Confucianism

Care ethics and Confucian philosophy

Mark D. White

In the latest issue of Philosophical Compass (6/6, June 2011), Ann A. Pang-White (University of Scranton) discusses "Caring in Confucian Philosophy":

This article examines the intersections of Confucian philosophy and feminist ethics of care. It explains the origins and contribution of care ethics to modern ethical discourse and the controversy that surrounds this ethical theory. The article discusses the emergence of comparative research on the compatibility (or incompatibility) of Confucian ren and feminist care. It first explores the question whether it is philosophically feasible to disassociate Confucian ren from its historical context by deploying it for contemporary feminist debates, especially considering that, strictly speaking, no direct counterpart in the original Confucian texts is an exact match to the words ‘care’ or ‘caring’. Following this exploration, the article investigates what ren is and whether Confucian ren is feminist care, what the ‘No Exit’ Objection and the ‘Domesticity’ Objection are, and how ren or caring in Confucian philosophy can answer these objections. The article concludes with an affirmation of the social transformative power of ren and its feminist potential.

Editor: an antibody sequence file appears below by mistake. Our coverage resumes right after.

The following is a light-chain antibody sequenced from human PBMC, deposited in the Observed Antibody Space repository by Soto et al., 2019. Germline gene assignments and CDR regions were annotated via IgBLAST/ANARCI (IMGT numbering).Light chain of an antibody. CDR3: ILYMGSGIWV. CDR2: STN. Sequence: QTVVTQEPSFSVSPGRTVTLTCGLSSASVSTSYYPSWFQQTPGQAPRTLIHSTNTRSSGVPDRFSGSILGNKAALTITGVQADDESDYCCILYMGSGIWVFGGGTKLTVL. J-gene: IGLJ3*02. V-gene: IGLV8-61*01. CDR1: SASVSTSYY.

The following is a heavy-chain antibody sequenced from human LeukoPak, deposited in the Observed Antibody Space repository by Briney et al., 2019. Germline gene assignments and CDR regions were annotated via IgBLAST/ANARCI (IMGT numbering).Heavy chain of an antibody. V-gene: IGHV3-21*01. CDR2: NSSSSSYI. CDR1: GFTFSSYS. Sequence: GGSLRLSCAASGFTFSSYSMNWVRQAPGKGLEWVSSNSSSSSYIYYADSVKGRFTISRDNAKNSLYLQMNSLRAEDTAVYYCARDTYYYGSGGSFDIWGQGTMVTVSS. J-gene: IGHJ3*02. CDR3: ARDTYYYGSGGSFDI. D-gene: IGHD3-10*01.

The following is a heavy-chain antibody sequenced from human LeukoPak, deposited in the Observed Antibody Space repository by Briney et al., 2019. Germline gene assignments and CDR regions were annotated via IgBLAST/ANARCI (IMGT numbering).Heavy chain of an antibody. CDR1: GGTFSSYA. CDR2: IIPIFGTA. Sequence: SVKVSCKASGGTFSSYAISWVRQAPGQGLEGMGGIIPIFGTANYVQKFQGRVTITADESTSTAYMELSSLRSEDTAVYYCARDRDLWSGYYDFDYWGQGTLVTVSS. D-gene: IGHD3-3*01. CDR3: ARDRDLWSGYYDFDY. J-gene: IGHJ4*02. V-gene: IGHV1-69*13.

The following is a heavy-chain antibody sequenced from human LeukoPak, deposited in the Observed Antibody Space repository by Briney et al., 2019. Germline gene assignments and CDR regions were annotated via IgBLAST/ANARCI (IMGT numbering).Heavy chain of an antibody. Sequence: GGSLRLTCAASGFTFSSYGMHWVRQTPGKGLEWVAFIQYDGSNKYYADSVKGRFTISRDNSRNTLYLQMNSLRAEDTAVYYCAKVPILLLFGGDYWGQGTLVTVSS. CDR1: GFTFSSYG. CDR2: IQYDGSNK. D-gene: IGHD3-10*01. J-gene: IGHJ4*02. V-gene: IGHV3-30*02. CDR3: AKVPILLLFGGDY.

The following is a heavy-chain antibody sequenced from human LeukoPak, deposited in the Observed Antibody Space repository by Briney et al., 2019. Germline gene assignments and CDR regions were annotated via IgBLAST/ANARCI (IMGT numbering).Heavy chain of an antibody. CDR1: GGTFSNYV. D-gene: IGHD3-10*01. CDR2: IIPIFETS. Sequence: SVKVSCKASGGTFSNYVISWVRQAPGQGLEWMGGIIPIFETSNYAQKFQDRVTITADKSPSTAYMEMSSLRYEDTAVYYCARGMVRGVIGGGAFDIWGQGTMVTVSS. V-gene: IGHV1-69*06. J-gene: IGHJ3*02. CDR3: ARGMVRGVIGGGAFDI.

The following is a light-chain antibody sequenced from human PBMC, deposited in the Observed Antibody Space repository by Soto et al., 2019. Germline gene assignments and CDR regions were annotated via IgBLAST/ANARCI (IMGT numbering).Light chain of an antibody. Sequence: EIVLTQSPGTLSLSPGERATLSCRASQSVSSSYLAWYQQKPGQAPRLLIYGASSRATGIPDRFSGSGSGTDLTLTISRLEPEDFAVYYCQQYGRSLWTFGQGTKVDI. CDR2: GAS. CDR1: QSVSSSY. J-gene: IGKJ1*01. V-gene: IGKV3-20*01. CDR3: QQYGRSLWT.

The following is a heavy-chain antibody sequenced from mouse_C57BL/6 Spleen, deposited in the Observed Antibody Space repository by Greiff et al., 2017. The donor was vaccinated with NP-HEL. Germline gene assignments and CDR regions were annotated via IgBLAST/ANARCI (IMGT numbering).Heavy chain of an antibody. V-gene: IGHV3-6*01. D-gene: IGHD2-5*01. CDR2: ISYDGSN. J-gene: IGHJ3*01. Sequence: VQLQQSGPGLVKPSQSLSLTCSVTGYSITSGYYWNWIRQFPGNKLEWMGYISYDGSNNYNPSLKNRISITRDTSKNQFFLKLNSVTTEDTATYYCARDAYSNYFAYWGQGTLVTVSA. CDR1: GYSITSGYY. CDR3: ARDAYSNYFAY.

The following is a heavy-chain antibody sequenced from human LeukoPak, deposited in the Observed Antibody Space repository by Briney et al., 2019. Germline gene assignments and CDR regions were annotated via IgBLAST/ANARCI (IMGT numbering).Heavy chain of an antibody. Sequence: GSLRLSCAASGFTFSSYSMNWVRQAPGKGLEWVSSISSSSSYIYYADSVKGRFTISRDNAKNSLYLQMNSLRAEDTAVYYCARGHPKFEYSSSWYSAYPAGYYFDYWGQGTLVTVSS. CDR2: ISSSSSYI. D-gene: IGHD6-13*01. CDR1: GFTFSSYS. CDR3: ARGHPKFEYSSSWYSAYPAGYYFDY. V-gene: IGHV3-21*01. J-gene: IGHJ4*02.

Confucian Virtue Ethics and Situationism

Mark D. White

In the latest in their series of discussions of papers drawn from the journals EthicsPEA Soup are focusing "The Situationist Critique and Confuncian Virtue Ethics" by Edward Slingerland, which is available through PEA Soup here (for a limited time). The abstract is as follows:

This article argues that strong versions of the situationist critique of virtue ethics are empirically and conceptually unfounded, as well as that, even if one accepts that the predictive power of character may be limited, this is not a fatal problem for early Confucian virtue ethics. Early Confucianism has explicit strategies for strengthening and expanding character traits over time, as well as for managing a variety of situational forces. The article concludes by suggesting that Confucian virtue ethics represents a more empirically responsible model of ethics than those currently dominant in Western philosophy.

Critiques of situationism from scholars in the Western virtue ethics tradition are fairly common, but to see a statement from the viewpoint of Confucianism--I don't know how I missed this one.